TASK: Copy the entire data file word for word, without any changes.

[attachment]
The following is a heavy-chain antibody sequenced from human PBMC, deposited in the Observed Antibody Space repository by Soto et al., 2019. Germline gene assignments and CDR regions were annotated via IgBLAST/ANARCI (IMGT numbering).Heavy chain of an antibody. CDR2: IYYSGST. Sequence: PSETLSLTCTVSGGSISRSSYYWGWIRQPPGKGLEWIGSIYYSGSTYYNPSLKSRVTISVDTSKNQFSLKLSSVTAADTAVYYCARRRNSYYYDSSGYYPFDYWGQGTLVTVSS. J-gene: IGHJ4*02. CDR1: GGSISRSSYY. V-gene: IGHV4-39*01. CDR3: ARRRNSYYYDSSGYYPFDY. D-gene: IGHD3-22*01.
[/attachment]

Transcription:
The following is a heavy-chain antibody sequenced from human PBMC, deposited in the Observed Antibody Space repository by Soto et al., 2019. Germline gene assignments and CDR regions were annotated via IgBLAST/ANARCI (IMGT numbering).Heavy chain of an antibody. CDR2: IYYSGST. Sequence: PSETLSLTCTVSGGSISRSSYYWGWIRQPPGKGLEWIGSIYYSGSTYYNPSLKSRVTISVDTSKNQFSLKLSSVTAADTAVYYCARRRNSYYYDSSGYYPFDYWGQGTLVTVSS. J-gene: IGHJ4*02. CDR1: GGSISRSSYY. V-gene: IGHV4-39*01. CDR3: ARRRNSYYYDSSGYYPFDY. D-gene: IGHD3-22*01.